LSU’s disappointing 2015 football season and three-game losing skid didn’t hurt the program’s bottom line.

Tigers football made $85 million in the 2015-16 academic year, turning a profit of more than $55 million. That’s according to two documents obtained by The Advocate: an audit of the athletic department released by the Louisiana Legislative Auditor and an NCAA financial report the school released.

The Tigers Athletic Foundation, a nonprofit corporation supporting LSU athletics, contributed more than $8 million to the athletic department for operating expenses in 2015-16, down $6 million from 2014-15. However, TAF gave another $14 million for LSU’s new tennis complex.

In all, the fundraising arm for LSU sports donated more than $22 million to the program last academic year, and Nike gave another $1.6 million. TAF does not normally reveal its financial details, but they were released in the audit.

The audit was carried out by an independent certified public accounting firm last spring and is performed each year to evaluate the athletic department. There were no findings from the audit. As for the second document, the school annually completes a full financial report to the NCAA.

The athletic department spent $129.8 million and made $141.6 million in 2015-16, making a profit of nearly $12 million, similar to 2014-15’s profit.

Football was one of just three athletic teams to turn a profit in 2015-16, the norm at LSU. Men's basketball made $2.3 million, and baseball made $1.5 million. All other sports lost money, including a $3.8 million loss from women’s basketball and a combined $4.5 million in a loss from women’s and men’s track and field/cross country.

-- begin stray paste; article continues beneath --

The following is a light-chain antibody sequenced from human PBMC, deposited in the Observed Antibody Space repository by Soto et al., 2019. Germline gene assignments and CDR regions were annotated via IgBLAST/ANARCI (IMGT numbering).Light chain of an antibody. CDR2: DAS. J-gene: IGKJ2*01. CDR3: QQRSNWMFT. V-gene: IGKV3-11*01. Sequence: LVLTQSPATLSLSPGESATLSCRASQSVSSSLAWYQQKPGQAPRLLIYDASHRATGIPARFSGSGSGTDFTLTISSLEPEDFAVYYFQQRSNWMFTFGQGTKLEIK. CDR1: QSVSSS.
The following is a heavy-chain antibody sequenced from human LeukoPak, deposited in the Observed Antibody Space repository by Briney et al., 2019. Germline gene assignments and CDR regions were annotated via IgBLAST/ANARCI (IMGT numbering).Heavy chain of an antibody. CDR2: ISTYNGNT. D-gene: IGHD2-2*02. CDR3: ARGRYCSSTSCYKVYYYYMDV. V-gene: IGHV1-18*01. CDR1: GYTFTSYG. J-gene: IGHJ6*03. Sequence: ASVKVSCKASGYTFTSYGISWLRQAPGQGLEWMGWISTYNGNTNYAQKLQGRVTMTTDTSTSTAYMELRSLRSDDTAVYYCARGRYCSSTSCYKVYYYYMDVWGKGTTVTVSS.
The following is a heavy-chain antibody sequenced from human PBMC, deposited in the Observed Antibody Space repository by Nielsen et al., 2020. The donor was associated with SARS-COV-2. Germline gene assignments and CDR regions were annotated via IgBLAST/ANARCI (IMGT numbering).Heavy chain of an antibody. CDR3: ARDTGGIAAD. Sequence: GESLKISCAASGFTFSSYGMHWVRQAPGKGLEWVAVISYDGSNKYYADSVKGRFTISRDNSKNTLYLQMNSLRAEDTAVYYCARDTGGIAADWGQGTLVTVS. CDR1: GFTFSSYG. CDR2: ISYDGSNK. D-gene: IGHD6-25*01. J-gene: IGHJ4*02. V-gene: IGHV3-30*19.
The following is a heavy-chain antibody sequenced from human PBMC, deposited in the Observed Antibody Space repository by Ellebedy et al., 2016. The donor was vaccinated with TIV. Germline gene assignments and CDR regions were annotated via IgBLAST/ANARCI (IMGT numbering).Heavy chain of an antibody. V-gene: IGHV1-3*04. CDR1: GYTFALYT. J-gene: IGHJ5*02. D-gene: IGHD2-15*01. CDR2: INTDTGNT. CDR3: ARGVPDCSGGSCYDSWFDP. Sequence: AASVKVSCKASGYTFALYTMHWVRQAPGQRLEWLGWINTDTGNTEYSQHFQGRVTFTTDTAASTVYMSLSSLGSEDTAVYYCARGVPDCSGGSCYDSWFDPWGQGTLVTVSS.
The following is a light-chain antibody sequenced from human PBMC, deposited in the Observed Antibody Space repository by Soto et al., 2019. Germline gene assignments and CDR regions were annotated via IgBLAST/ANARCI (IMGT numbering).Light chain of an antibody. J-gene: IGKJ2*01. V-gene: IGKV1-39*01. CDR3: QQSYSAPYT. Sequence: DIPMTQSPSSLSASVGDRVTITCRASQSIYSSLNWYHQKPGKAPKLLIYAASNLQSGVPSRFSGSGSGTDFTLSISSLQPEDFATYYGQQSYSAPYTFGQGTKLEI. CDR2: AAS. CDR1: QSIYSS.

That is normal for most major college athletic departments. In fact, LSU is one of few institutions that profits off baseball.

Men’s basketball made $406,000 more in ticket sales last season as it did in 2014-15, a 24 percent increase that's likely a result of the highly anticipated 2015-16 season with star Ben Simmons. The team did not make the NCAA tournament.

In football, LSU made $3 million more in tickets sales during the 2015 season as it did 2014 because of two games, the audit says: the canceled McNeese State season opener and the relocated South Carolina game.

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The school refunded a "majority" of the tickets sold for the McNeese game, but it recorded $2.5 million for loss of game insurance revenue. The Gamecocks-Tigers game was moved to Baton Rouge from Columbia, South Carolina, because of widespread flooding in the Palmetto State. LSU recorded $2.5 million in ticket sales for that game. The school paid USC a guarantee of $1.8 million, as it was USC home game.

LSU baseball pulled in the most money from ticket sales of any sport at the school not named football. The program made $2.59 million on tickets sold. 

Other notes from the audit or/and NCAA financial report:

  • LSU paid about $2 million more in athletic student aid in 2015-16 for two reasons: an increase in tuition and because 2015-16 was the first full year that the NCAA allowed institutions to include full cost of attendance in scholarships. It added about $2,000 per semester to each scholarship, the report says. LSU awarded 300 scholarships to a total of 371 athletes, many of them receiving partial scholarships. LSU sports saw about 580 total participants in 2015-16, meaning there were more than 200 walk-ons.
  • LSU lost nearly $200,000 on its trip to the Texas Bowl in Houston. Bowl expenses were $1.52 million and bowl revenues were at $1.34 million, according to documents.
  • LSU football only used 82 of an allotted 85 scholarships in the 2015-16 year.
LSU athletic budget
LSU athletic budget

TAF contributions for calendar year 2015, according to a year audit of the athletic department performed last spring.

Follow Ross Dellenger on Twitter, @RossDellenger.